Afterwards she took me to several other huts to take pictures of other women. I also to a picture of one other girl’s father. Nasara finally took me to what I presumed to be her mother’s hut, so I could take a picture of her cooking. She was very kind, and offered me a seat so that I could share dinner with her. I declined…though I was loath to do it.

We spent most of the afternoon with the kids before supping and later dancing. We saw our first masquerade dances that night. According to Dragos, the dances were once based on stories, but have now simply become forms of fun and entertainment. That said, you could still see hints of Soundjata in some of them, and one dance that was performed by some of the older boys was clearly a (gentle) mockery of westerners. We also got to dance here, but all of us were feeling more comfortable this time and this had more fun. We would all do the large line dances, and then get individually invited into the circle to dance in front of the djembe players of you were given a scarf by one of the women or children near you. It was loads of fun, and I got to dance a lot, as I was near several kids with scarves. None of us danced more than Matt though. He’s tall – well over 6′ with red hair and glasses. A physics major and a nice guy. Anyways, they REALLY liked him. They’d give him girly and flowery scarves and laugh as he danced with them. But he was a really good sport about it and danced (as far as I could tell) pretty well. If you forget about all your nerves, dancing is easy to do here. You just have to let the rhythm get inside you and you’ll be fine. And yes, everyone’s probably laughing at you the entire time, but that’s half the fun.

After the djembe dancing, they put on more recent Malian music and we all danced with the kids. This was super fun, and the kids were all phenomenal dancers. Nasara found me within a little bit and we spent the next our dancing together. She put me totally to shame. I honestly can’t even begin to know how to move like she did. She had me try, and would laugh and clap at my blundering, but it was good fun. Best night we have had thus far.

We spent the next morning touring the village with Cherif. We visited the elders and were thanked for visiting, asked to tell others of Nana Kenieba, and not forget them. We have become some part of the village now, and they urged us to return someday with family. We visited the forgeron next, and learned about his significance in the village. It’s his job to help build the village as he makes the weapons and tools. He also is responsible for initiating the children into society by performing circumcision and his wife performs excision, so they are responsible for “sculpting” the village inhabitants as well. They also practice divination, and serve as a bridge between the visible and the invisible worlds. Each village has only one forgeron and he passes his craft down to one of his sons, so that the same family serves the village for generations. He was very nice, and we got to see him carving a pilon for one of the women. He also showed us his tiny forge and how he worked it…totally cool!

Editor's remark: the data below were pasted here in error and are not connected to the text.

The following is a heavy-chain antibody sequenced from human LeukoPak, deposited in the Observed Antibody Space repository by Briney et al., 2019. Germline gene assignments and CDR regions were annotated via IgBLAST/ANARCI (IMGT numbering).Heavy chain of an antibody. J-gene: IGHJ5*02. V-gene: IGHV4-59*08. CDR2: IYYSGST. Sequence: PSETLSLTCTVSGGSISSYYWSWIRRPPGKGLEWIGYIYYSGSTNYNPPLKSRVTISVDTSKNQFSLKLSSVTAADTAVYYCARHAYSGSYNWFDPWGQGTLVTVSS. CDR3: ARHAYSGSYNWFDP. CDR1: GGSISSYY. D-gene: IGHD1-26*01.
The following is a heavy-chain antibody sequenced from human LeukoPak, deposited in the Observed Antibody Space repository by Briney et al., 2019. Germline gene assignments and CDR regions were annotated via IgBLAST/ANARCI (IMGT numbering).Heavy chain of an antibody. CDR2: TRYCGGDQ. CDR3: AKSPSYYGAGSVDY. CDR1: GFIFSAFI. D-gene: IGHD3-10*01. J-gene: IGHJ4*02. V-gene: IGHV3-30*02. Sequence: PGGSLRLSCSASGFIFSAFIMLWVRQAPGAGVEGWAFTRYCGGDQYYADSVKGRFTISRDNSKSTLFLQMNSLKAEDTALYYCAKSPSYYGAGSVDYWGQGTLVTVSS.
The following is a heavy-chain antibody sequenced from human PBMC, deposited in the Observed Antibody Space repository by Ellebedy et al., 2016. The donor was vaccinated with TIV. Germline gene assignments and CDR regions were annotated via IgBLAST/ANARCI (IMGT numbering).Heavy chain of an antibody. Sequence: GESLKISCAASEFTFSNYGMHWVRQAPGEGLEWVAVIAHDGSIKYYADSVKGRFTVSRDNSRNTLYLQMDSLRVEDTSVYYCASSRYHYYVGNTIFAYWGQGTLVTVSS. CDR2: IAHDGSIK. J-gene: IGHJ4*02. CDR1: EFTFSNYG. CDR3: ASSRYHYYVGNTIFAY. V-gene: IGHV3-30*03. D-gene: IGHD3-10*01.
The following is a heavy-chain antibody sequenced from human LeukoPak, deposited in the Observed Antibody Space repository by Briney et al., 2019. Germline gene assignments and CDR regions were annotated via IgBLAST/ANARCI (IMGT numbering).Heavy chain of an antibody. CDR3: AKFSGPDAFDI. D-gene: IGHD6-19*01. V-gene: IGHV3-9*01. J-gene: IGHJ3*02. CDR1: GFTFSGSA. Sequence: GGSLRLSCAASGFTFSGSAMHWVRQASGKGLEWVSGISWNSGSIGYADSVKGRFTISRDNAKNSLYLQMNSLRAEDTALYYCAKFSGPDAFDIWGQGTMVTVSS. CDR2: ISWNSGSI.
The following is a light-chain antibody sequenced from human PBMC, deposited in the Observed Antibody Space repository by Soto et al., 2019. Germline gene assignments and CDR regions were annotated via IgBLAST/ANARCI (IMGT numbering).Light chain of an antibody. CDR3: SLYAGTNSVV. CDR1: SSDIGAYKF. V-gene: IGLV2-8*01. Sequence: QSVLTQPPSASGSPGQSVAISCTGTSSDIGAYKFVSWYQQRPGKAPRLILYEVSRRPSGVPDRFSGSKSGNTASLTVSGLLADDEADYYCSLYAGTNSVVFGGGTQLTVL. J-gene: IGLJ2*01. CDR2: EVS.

We also visited the school. Nasara found me almost instantly and took my hand the entire time. Cherif told us that the politics in Bamako are not very positive for schools like these as they aren’t helping to provide resources for the school and its students. I’ve never heard Cherif get that fired up before. It was impressive.

Nasara hung out with me until we had to leave. We didn’t talk, but she took my hand and placed it over her shoulder and held it to her heart. I was totally touched. And totally enchanted with her. When the time came to leave, I didn’t want to go. Looking out the back of the car at Nasara’s dwindling, waving figure made me so sad. And I have yet to stop thinking about her.

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About malloryguinee

blogger, wanderluster and coffee drinker striving daily for guts, spunk, and moxie.
This entry was posted in Mali 2012, Travel and tagged . Bookmark the permalink.